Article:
Banks initially started with deposits and lending, diversifying their product offerings later on. Most startups are currently focused on a singular niche product to take incumbent market share away from a profitable line of business. Because of the technology-centric nature, they are better at analyzing data and offering better products and a better customer experience.

The key here is to expand horizontally by being equally good at it.

If you are already using a money-transfer company, why not store money with them, as well? Or, if you are a lending platform, why not take customer deposits to strengthen the deposit base? Rather than going through resource-intensive banking licenses, there are many financial institutions open to giving access to their licenses. This will not just be limited to fintech startups, but also social giants like Facebook, WeChat, etc. that are eager to enter the financial space.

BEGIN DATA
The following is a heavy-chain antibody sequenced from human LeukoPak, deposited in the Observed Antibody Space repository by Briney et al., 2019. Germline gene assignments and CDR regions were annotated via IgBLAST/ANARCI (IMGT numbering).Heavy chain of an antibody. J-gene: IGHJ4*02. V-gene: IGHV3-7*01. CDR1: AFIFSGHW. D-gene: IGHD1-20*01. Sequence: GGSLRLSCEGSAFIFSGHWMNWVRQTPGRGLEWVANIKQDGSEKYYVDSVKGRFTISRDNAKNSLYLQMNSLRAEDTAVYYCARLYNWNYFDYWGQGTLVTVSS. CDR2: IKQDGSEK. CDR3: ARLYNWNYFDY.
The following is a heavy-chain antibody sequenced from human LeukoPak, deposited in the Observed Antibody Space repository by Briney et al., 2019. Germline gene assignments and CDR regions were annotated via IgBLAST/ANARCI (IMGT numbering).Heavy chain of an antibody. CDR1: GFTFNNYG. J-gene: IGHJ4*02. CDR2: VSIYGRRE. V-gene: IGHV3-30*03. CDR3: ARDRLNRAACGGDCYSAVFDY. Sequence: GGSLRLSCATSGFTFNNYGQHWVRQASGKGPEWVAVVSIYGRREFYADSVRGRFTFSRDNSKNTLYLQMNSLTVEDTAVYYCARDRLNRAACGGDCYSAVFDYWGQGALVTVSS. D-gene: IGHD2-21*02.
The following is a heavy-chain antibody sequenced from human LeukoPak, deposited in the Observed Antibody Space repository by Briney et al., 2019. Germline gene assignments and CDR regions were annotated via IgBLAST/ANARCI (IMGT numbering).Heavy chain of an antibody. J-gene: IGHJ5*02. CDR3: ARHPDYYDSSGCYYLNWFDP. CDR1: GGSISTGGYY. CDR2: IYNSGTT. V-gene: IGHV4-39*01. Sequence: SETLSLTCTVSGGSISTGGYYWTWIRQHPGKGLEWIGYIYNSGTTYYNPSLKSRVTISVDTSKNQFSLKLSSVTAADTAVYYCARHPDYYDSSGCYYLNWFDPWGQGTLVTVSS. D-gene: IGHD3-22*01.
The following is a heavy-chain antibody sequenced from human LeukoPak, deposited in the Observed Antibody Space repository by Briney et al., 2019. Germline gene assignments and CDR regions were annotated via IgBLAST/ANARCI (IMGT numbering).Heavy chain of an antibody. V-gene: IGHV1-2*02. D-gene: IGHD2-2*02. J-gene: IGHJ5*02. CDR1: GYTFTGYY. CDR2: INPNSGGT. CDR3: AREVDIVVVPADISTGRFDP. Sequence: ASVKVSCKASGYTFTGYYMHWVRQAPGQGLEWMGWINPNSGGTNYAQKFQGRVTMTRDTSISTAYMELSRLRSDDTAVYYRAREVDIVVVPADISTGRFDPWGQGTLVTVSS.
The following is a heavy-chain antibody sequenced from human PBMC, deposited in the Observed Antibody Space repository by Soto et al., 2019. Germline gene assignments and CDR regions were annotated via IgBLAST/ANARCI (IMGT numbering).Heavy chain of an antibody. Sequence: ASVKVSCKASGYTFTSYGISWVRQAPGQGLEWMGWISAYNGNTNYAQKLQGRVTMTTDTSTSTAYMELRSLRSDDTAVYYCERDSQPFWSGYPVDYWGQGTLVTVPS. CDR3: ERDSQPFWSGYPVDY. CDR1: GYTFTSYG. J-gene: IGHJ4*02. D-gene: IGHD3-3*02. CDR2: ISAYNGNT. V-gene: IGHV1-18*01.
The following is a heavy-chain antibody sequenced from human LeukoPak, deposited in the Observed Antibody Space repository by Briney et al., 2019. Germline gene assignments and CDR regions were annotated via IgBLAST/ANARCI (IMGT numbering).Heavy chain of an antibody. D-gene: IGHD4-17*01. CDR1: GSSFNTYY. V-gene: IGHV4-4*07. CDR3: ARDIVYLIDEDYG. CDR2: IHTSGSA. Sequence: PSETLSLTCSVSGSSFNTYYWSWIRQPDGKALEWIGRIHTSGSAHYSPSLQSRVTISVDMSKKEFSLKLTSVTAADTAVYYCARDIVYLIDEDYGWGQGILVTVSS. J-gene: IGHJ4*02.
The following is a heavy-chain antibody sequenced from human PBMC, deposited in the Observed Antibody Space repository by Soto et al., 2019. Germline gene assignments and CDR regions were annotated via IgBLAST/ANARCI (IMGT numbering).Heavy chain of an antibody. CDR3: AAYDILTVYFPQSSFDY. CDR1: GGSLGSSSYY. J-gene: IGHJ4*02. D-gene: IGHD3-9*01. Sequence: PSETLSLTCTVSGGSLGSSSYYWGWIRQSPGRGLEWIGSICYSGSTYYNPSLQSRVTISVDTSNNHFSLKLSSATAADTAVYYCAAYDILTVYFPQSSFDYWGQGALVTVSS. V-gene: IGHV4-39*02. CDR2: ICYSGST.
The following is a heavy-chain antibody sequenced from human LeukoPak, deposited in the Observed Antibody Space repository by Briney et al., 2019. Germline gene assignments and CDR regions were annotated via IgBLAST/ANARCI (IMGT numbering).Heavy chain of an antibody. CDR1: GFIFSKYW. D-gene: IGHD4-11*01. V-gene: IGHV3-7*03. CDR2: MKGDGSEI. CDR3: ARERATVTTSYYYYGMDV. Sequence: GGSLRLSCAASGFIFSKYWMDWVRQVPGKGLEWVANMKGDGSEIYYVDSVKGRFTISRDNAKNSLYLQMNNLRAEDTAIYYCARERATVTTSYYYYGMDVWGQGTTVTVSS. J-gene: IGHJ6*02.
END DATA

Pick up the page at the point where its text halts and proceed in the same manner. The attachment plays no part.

In this case, a technology startup can be the bank of future.

3.0 Brokerage Banks

There is no secret sauce to running a financial institution, but the bottom line is always the same: Keep your operations as efficient as possible.

However, it is almost impossible to be good at every product facet. A lending platform might not be able to beat their competition in the money-transfer space, and vice versa. Similarly, the lending company may struggle when it has to issue insurance.

If banks are unable to innovate faster or startups are struggling with distribution, this creates an opportunity for a marketing company to consolidate all the services under their brand name.

There is little doubt that today’s financial systems are inherently complex, outdated and inefficient. 

Rather than developing any expertise, they just take the role of an intermediary and route the transactions through the best possible partner. For example, they may direct a money transfer of $150 to Pakistan via one of their partners, whilst they might use another provider for mortgages. It is not an uncommon practice in other industries. However, such an amalgamated model is rarely found in the financial space if you are just a marketing company.

It would not be out of place to say that by 2020 you might be a marketing brand, showcasing and selling repurposed/repackaged products to the consumers — but at the back end, you are neither a technology company nor a bank.